There are few things Israel and its war-mongering supporters here in the United States hate more than not being taken seriously as a fearless and invincible military powerhouse, able to threaten and destroy its perceived adversaries at will and with totally impunity and unaccountability.
One of those things is being considered weak, tentative, and incapable. Another is not being considered at all.
It is no wonder, then, that recent comments by former Mossad chief Meir Dagan about Israel’s inability to attack Iran have been met with frustration and consternation by those hoping for a military strike, or at very least, the credible threat of one.
In the wake of Israeli cabinet minister Moshe Ya’alon’s call this week for the “civilized world” to collectively launch an illegal assault against Iran on Israel’s behalf, Dagan – who has recently been playing the role of Hasbara Spoiler Extraordinaire by referring to the advocacy for such an attack as “the stupidest thing I have ever heard” – again spoke up, saying that Israel would be unable to withstand the potential blowback from such an action.
Speaking during a conference in Tel Aviv on Wednesday, Dagan continued his public rejection of a military move against Iran, saying that Israel didn’t “have the capability to stop the Iranian nuclear program, only to delay it.”
“If anyone seriously considers [a strike] he needs to understand that he’s dragging Israel into a regional war that it would not know how to get out of. The security challenge would become unbearable,” Dagan said.
The former Mossad chief reiterated his position, saying that the “military option is the last alternative, not preferred or possible, nut a last resort. Every other alternative must be weighed before the use of force.”
Referring to those who criticized him for speaking out on these matters soon after his retirement, Dagan said: “I feel obligated to express my opinion on certain matters. The prime minister and defense minister are the ones in charge, but sometimes good sense and a good decision don’t have anything to do with being elected.”
Dagan’s comments, and willingness to challenge the conventional wisdom, bellicose posturing, and aggressive overconfidence of the Israeli establishment, is reminiscent of statements made by then-outgoing Israeli Prime Minster Ehud Olmert during a much-lambasted “legacy interview” with Yediot Ahronot in September 2008.
With reference to the constant Israeli threats and rumors of a unilateral and unprovoked assault on Iran (often issued by the Prime Minister himself), Olmert revealed the hollowness of such rhetoric by admitting, “Part of our megalomania and our loss of proportions is the things that are said here [in Israel] about Iran. We are a country that has lost a sense of proportion about itself.”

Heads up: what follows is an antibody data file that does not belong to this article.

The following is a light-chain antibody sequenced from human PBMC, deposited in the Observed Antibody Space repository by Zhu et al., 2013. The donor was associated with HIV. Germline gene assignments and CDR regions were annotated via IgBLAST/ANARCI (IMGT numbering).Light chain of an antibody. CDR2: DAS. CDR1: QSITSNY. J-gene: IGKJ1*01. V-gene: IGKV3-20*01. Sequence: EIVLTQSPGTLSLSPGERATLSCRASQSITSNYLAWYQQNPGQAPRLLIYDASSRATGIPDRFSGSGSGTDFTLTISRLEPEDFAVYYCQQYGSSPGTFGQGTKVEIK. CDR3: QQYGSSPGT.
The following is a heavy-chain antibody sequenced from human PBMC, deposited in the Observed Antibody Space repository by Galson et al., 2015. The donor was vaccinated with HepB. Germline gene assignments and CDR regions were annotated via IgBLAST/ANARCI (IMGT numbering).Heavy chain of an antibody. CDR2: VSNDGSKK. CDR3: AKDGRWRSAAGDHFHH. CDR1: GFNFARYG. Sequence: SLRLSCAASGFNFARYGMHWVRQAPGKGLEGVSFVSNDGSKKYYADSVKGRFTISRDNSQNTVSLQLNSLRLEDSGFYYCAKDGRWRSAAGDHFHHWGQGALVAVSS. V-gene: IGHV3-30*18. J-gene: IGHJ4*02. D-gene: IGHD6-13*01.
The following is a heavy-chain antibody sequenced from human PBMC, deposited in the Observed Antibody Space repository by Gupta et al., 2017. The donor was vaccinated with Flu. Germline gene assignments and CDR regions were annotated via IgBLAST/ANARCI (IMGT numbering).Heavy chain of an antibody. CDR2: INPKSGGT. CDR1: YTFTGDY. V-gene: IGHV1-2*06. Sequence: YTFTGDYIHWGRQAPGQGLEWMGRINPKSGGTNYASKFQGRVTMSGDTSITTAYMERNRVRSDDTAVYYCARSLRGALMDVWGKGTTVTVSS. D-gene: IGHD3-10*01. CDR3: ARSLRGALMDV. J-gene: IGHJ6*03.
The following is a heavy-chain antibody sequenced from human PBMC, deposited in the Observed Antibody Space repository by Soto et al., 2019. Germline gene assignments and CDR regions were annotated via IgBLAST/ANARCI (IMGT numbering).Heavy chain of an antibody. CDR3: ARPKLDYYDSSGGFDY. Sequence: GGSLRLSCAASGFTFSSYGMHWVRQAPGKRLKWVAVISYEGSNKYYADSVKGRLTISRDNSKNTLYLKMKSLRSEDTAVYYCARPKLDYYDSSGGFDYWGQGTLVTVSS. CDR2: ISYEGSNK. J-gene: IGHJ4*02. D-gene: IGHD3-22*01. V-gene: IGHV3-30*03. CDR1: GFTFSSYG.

Towards the end of the interview, Olmert said, “What I am saying to you now has not been said by any Israeli leader before me.” He concluded, “The time has come to say these things.”
It appears that, in his retirement, the time had finally come for Dagan as well.
The increased Bomb Iran hysteria over a newly-released IAEA report which, in truth,says nothing new, enlightening or damning about the Iranian nuclear program has been countered this week with the publication of Seymour Hersh’s latest New Yorker article debunking claims about the Iranian nuclear threat and, now, Dagan’s new comments.
- As the likelihood of either a U.S. or Israel attack on Iran becomes more and more absurd (despite what career war-mongers would have you believe), it is instructive to recall what Iranian President Mahmoud Ahmadinejad had to say about this matter during an interview with Charlie Rose in May 2010:
Charlie Rose: Do you fear that war may come?
Mahmoud Ahmadinejad: Who would attack Iran?
CR: No one, I assume.
MA: I mean, you can’t just assume. Assumptions aren’t made in the heavens. They’re made on earth. Who’s going to — on this earth, who’s going to attack Iran on this planet?
CR: Do you believe Israel —
CR: No. The United States, no.
MA: Then who?
CR: Would Israel attack Iran?
MA: Israel isn’t even counted. It doesn’t even factor into our equation. It’s not even counted.
So who’s going to attack us? There’s no one there to attack us so there will be no war. We don’t think about war. We think about peace. We think about friendships. We think about cooperation, not about war.
Later in the year, Ahmadinejad again addressed the suggestion of an Israeli attack during an interview with the Qatari newspaper Al-Sharq. “I believe that some think about attacking Iran, especially those within the Zionist entity,” he said. “But they know that Iran is an indestructible bulwark and I do not think their American masters will let them do it.”
Despite the war-mongering and empty threats, the truth is clear. And whatever their myriad differences, Dagan and Ahmadinejad (along with anyone else who’s paying attention) can surely agree on one thing:
There is absolutely no chance Israel will launch an attack on Iran, this or any other year.
And neither will the United States.